Utah State did not make Shaw available for an interview with The Tribune, but his teammates are more than willing to speak up for him.

"When he’s on, his presence is huge," sophomore forward Kyle Davis said. "When he’s on, he can dominate the whole floor. It’s hard to fully explain how much he means to our team."


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Shaw came to Utah State by way of Stillwater, Okla., where he was a two-year reserve for Oklahoma State’s team. Shaw reconnected with former high school teammate Brockeith Pane, who was happy to point the big man to Logan.

After sitting out a year, Shaw quickly assumed a starting spot in the lineup. By his second game, the center who had averaged a point and a rebound per game with the Cowboys amassed a 17-point, 15-rebound double-double against Saint Mary’s, which would eventually be an NCAA Tournament team.

Since then, while he’s had his share of off games to go with his dominating ones, he has been an inside force on which the Aggies rely. Utah State is 6-2 when Shaw records a double-double this year. Stat website KenPom.com has Shaw as the 11th-best defensive rebounder in the nation by percentage.

"He’s been showing everybody all year: He’s a good post player," said senior guard TeNale Roland, one of Shaw’s closest friends on the team. "We motivate him, he motivates us."

Although Shaw can have an emotional on-court persona, he’s unassuming off of it. Among close friends, he opens up and jokes and teases, but is not a life-of-the-party type character.

Shaw, however, is a practitioner of one of the team’s mottoes: "Stay positive." He repeats it in interviews as the team’s top focus, and it appears to be his favorite mantra.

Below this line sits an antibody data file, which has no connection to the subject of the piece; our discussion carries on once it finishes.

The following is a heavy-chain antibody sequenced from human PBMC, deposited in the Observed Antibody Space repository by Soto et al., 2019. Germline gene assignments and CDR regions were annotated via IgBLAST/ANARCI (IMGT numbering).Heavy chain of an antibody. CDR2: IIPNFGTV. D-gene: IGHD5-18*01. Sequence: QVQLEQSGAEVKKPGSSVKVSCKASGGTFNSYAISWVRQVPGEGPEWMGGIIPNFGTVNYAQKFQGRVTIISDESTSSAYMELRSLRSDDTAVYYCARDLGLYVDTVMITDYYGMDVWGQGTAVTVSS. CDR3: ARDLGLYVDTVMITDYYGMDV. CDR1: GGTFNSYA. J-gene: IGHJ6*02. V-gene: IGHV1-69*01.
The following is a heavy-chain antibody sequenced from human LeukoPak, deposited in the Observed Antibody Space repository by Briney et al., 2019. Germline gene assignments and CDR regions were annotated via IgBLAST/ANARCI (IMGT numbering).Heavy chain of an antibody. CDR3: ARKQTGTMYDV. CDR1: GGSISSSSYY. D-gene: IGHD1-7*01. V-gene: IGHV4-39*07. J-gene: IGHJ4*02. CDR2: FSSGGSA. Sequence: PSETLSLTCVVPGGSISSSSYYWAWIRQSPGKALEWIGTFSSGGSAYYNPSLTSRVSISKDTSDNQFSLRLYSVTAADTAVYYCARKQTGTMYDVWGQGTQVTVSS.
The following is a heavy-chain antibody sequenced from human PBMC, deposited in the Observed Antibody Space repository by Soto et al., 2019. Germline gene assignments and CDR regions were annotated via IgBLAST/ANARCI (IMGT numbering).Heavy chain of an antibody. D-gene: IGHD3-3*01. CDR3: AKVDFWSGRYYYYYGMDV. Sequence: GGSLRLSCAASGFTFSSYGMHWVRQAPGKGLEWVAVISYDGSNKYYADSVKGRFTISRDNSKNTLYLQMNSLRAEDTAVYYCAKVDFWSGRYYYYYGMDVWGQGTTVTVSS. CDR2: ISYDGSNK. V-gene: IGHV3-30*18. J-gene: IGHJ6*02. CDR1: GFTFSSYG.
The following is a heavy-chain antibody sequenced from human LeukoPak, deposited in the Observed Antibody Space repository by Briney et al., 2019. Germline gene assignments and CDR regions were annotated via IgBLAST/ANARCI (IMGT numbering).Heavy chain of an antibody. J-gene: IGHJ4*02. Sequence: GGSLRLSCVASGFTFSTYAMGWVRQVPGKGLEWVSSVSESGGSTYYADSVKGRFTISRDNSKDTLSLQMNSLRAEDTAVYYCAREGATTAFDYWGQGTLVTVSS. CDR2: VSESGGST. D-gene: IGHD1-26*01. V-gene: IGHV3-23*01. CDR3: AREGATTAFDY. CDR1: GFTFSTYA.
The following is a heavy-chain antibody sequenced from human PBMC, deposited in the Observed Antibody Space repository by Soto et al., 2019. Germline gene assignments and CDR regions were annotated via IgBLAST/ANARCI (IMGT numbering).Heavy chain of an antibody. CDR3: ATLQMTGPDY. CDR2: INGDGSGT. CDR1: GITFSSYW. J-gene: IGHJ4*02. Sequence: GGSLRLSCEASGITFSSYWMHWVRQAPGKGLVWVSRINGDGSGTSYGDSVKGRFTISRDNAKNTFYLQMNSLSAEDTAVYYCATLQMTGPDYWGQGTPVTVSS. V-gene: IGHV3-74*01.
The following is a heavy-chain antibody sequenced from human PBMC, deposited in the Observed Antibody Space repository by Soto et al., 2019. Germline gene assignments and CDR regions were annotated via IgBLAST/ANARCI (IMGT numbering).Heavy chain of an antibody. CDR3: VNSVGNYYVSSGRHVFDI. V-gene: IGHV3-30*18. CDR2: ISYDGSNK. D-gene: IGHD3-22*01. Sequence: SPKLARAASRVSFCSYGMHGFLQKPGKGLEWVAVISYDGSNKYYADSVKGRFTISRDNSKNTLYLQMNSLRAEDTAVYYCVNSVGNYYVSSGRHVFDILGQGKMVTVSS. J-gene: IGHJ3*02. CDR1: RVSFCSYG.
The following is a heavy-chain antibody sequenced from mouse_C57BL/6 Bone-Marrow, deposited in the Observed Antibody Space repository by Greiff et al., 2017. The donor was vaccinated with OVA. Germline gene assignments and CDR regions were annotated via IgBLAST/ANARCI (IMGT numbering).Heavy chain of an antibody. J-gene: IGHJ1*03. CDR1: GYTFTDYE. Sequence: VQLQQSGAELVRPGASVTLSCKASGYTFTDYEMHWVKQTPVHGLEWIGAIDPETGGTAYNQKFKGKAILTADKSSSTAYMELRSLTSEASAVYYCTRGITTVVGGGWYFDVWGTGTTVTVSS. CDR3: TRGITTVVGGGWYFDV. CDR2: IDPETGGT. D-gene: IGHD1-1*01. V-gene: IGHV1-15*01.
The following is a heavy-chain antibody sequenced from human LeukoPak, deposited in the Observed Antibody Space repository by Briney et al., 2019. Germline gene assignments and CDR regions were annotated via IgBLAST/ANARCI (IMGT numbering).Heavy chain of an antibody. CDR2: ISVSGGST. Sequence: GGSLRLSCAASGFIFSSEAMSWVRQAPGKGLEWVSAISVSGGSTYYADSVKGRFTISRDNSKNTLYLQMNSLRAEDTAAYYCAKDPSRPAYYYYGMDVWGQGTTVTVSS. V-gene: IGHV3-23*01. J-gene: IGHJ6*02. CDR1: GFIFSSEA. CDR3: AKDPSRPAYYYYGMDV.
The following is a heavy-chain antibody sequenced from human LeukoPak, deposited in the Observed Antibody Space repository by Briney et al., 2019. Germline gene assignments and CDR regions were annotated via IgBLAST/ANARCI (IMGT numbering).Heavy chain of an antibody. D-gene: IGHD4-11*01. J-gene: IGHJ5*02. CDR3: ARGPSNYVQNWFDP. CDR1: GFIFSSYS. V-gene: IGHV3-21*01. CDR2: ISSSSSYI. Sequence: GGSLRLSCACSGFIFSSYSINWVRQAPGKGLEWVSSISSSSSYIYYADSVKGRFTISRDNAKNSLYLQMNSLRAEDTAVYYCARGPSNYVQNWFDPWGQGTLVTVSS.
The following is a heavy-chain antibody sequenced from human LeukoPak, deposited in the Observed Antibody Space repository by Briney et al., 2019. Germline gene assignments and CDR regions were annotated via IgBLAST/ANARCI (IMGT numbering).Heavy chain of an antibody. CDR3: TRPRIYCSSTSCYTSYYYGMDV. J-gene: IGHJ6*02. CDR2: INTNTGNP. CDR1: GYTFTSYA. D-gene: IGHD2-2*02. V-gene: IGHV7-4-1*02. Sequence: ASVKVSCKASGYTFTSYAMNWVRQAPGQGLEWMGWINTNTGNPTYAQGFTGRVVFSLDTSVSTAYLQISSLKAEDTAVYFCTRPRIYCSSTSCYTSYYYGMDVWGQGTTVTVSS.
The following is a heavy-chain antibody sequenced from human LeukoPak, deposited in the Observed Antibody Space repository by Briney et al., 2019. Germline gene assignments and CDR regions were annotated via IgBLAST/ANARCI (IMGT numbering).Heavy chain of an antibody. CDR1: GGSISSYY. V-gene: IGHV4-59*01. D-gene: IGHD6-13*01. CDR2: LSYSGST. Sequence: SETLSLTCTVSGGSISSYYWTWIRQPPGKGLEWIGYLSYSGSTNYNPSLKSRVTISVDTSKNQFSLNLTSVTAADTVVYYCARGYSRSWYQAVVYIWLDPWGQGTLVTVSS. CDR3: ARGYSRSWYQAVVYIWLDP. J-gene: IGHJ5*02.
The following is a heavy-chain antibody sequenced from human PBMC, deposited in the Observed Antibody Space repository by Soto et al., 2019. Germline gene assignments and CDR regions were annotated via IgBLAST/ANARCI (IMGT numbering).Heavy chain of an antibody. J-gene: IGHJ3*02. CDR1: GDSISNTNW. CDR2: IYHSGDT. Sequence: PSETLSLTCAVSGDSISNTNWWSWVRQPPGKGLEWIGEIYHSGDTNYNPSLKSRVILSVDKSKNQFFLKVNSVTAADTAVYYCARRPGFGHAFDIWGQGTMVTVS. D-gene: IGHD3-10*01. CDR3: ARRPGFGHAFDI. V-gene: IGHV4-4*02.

Shaw also had to work to regain his optimism after his suspension, which left him in street clothes on the bench for a chunk of Utah State’s season. Shaw has a court agreement that will knock his drug charge to a misdemeanor pending completion of certain counseling and community service requirements.

Although some were displeased by Shaw’s off-the-court offense and subsequent reinstatement, his teammates rallied around him.

"I think what people don’t understand about Jarred is, most of all, he’s a good friend and good teammate," Davis said. "He made a mistake and was able to come back and seriously help our team. We just try to support him. That’s what we can offer each other."

On senior night Wednesday, Shaw strode out onto the court with his mother, Johnetta Perry, who hadn’t seen him play in person at Utah State. Taking his jersey in his hands, he raised it over his head to furious applause in the Spectrum. He then helped lead the Aggies to a win over Wyoming with a double-double.

He’s looking to showcase more of his talents this week at the Mountain West tournament in Las Vegas, and Utah State will lean on its tall, capable center to lead the program that is on a bit of a roll.